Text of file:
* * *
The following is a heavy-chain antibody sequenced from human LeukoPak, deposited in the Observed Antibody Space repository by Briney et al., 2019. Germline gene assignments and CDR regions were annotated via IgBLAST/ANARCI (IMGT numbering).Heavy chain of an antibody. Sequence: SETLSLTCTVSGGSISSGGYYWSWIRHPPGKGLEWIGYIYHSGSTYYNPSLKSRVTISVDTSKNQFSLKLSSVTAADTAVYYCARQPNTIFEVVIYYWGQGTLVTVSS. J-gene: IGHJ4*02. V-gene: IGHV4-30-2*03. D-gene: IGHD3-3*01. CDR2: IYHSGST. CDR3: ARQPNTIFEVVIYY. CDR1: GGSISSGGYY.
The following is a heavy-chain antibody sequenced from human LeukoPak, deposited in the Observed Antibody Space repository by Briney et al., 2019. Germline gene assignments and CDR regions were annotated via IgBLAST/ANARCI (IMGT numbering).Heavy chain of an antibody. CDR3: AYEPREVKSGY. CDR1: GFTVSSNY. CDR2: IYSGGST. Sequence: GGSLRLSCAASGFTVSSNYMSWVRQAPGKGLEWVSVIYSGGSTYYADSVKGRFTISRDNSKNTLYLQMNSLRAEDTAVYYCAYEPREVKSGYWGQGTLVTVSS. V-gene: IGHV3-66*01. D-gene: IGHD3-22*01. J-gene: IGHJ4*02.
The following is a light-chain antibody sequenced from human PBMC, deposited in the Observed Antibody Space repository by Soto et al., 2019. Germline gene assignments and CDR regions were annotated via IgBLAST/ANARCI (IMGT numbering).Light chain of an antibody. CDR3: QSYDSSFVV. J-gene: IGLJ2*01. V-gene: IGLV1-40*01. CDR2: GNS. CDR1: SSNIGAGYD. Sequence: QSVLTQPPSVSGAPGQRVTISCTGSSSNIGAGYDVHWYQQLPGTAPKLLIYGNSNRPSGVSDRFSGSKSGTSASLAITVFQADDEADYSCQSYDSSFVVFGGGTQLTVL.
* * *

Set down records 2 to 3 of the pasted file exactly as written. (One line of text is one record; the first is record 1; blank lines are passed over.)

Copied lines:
The following is a heavy-chain antibody sequenced from human LeukoPak, deposited in the Observed Antibody Space repository by Briney et al., 2019. Germline gene assignments and CDR regions were annotated via IgBLAST/ANARCI (IMGT numbering).Heavy chain of an antibody. CDR3: AYEPREVKSGY. CDR1: GFTVSSNY. CDR2: IYSGGST. Sequence: GGSLRLSCAASGFTVSSNYMSWVRQAPGKGLEWVSVIYSGGSTYYADSVKGRFTISRDNSKNTLYLQMNSLRAEDTAVYYCAYEPREVKSGYWGQGTLVTVSS. V-gene: IGHV3-66*01. D-gene: IGHD3-22*01. J-gene: IGHJ4*02.
The following is a light-chain antibody sequenced from human PBMC, deposited in the Observed Antibody Space repository by Soto et al., 2019. Germline gene assignments and CDR regions were annotated via IgBLAST/ANARCI (IMGT numbering).Light chain of an antibody. CDR3: QSYDSSFVV. J-gene: IGLJ2*01. V-gene: IGLV1-40*01. CDR2: GNS. CDR1: SSNIGAGYD. Sequence: QSVLTQPPSVSGAPGQRVTISCTGSSSNIGAGYDVHWYQQLPGTAPKLLIYGNSNRPSGVSDRFSGSKSGTSASLAITVFQADDEADYSCQSYDSSFVVFGGGTQLTVL.